Remote Location Testing? Transmit WiFi Traffic at a Remote Site for 12 Hours with LANforge WiFIRE

CT523-328-2ac-1n-bat LANforge WiFIRE 802.11a/b/g/n/ac 3 radio WiFi Traffic Generator (with Battery) Supporting 328 Virtual STA Interfaces

The CT523-328-2ac-1n-bat wireless traffic generator is an excellent choice for testing Access Points and other WiFi networks. The CT523-328-2ac-1n-bat uses a modified Wireless driver for WiFi NICs based on the Atheros chipset. The ath9k (a/b/g/n) chipset NICs can support up to 200 stations per radio. The ath10k (a/b/g/n/ac) chipset NICs can support up to 64 stations per radio. Each of the Virtual Stations has its own IP address, IP port space, MAC address and routing table. The Virtual Stations can be assigned to communicate to a particular Access Point, use a particular SSID, and Open or WPA/WPA2 authentication assigned. More advanced 802.1X authentication is also included. Each radio can be configured idependently of the other. Transmit power and channel/frequency is configured on a per-radio basis. Most other settings are configurable per virtual station.

There are two ath10k a/b/g/n/ac and one ath9k a/b/g/n WiFi radios per CT523-328-2ac-1n-bat and multiple LANforge systems can be clustered together for even more realistic radio interference patterns and increased traffic generation capability.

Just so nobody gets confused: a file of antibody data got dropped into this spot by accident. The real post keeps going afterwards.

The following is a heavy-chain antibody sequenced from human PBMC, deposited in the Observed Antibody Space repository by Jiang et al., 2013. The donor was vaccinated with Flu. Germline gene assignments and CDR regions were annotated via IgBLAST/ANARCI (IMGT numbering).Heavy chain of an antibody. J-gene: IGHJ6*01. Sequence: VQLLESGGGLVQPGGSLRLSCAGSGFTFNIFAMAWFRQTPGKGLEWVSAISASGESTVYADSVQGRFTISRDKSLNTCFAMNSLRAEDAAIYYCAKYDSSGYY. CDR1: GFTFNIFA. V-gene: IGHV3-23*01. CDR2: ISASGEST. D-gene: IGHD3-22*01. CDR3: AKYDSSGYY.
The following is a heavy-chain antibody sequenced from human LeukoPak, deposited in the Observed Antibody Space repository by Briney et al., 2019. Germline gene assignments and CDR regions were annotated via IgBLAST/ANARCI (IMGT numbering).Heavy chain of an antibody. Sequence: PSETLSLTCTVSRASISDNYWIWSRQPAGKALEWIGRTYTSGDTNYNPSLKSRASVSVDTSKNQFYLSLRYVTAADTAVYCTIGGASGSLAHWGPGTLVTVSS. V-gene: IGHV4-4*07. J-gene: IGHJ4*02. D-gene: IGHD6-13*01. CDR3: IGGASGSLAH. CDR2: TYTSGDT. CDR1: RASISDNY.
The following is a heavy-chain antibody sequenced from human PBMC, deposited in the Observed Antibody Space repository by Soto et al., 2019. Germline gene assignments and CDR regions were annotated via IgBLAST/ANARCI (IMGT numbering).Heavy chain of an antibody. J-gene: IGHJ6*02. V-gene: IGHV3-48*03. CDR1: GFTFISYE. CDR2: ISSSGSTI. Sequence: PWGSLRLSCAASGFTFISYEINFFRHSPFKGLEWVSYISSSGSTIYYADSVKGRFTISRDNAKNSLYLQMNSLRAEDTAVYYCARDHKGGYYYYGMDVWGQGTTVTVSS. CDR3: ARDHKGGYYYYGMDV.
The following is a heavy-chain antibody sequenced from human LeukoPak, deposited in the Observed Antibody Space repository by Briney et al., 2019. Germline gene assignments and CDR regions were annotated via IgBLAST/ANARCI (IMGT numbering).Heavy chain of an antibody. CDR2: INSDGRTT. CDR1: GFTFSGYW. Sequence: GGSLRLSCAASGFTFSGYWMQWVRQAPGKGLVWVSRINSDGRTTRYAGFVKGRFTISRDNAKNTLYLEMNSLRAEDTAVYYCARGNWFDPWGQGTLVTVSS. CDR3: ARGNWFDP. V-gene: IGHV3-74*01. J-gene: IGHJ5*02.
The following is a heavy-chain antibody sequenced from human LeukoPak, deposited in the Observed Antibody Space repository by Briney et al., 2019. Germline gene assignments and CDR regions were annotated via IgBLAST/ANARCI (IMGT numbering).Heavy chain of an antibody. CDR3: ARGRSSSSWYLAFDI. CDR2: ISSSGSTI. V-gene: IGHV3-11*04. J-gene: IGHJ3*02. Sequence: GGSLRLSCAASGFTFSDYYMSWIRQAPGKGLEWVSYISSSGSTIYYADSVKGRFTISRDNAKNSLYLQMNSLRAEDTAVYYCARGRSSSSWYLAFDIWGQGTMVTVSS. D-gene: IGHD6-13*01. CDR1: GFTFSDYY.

All virtual stations on the same radio must be on the same frequency, but as long as the protocol supports that fequency, the multiple protocols can be used concurrently. For instance, if the radio is configured for a 2.4Ghz channel, the stations can be /b, /g, /n, or /ac. If the radio is on a 5Ghz channel, the stations can be /a, /n or /ac. The bandwidth can be configured for all protocols. For 802.11n, configuring the MCS rates also determines the number of streams (1×1, 2×2, 3×3, etc.).

NOTE: ath10k 802.11ac radios and stations may be more limited in rate selection and other features for the initial release.

The Virtual Stations may be configured with all of the virtual interfaces on the same subnet, or different subnets, depending on the testing requirements. When used with something like VoIP, it allows all of the VoIP calls to use the standard IP ports (with one call per virtual interface).